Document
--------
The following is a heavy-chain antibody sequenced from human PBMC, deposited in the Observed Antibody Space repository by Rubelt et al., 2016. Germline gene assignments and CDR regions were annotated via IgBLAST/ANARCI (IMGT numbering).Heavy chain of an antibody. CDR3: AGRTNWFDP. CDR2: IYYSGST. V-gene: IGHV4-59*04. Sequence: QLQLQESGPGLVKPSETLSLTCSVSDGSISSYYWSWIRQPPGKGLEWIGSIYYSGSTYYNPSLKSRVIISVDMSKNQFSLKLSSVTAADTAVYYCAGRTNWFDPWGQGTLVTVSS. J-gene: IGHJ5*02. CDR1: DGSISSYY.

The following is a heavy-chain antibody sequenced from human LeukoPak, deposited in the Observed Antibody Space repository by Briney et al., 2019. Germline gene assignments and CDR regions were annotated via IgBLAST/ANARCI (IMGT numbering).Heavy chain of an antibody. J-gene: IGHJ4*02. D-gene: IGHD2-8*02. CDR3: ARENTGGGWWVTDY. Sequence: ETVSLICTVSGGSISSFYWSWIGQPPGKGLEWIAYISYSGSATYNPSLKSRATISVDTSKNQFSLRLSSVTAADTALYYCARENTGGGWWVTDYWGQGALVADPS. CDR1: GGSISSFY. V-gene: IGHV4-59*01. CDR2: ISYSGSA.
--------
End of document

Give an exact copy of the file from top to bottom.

The following is a heavy-chain antibody sequenced from human PBMC, deposited in the Observed Antibody Space repository by Rubelt et al., 2016. Germline gene assignments and CDR regions were annotated via IgBLAST/ANARCI (IMGT numbering).Heavy chain of an antibody. CDR3: AGRTNWFDP. CDR2: IYYSGST. V-gene: IGHV4-59*04. Sequence: QLQLQESGPGLVKPSETLSLTCSVSDGSISSYYWSWIRQPPGKGLEWIGSIYYSGSTYYNPSLKSRVIISVDMSKNQFSLKLSSVTAADTAVYYCAGRTNWFDPWGQGTLVTVSS. J-gene: IGHJ5*02. CDR1: DGSISSYY.

The following is a heavy-chain antibody sequenced from human LeukoPak, deposited in the Observed Antibody Space repository by Briney et al., 2019. Germline gene assignments and CDR regions were annotated via IgBLAST/ANARCI (IMGT numbering).Heavy chain of an antibody. J-gene: IGHJ4*02. D-gene: IGHD2-8*02. CDR3: ARENTGGGWWVTDY. Sequence: ETVSLICTVSGGSISSFYWSWIGQPPGKGLEWIAYISYSGSATYNPSLKSRATISVDTSKNQFSLRLSSVTAADTALYYCARENTGGGWWVTDYWGQGALVADPS. CDR1: GGSISSFY. V-gene: IGHV4-59*01. CDR2: ISYSGSA.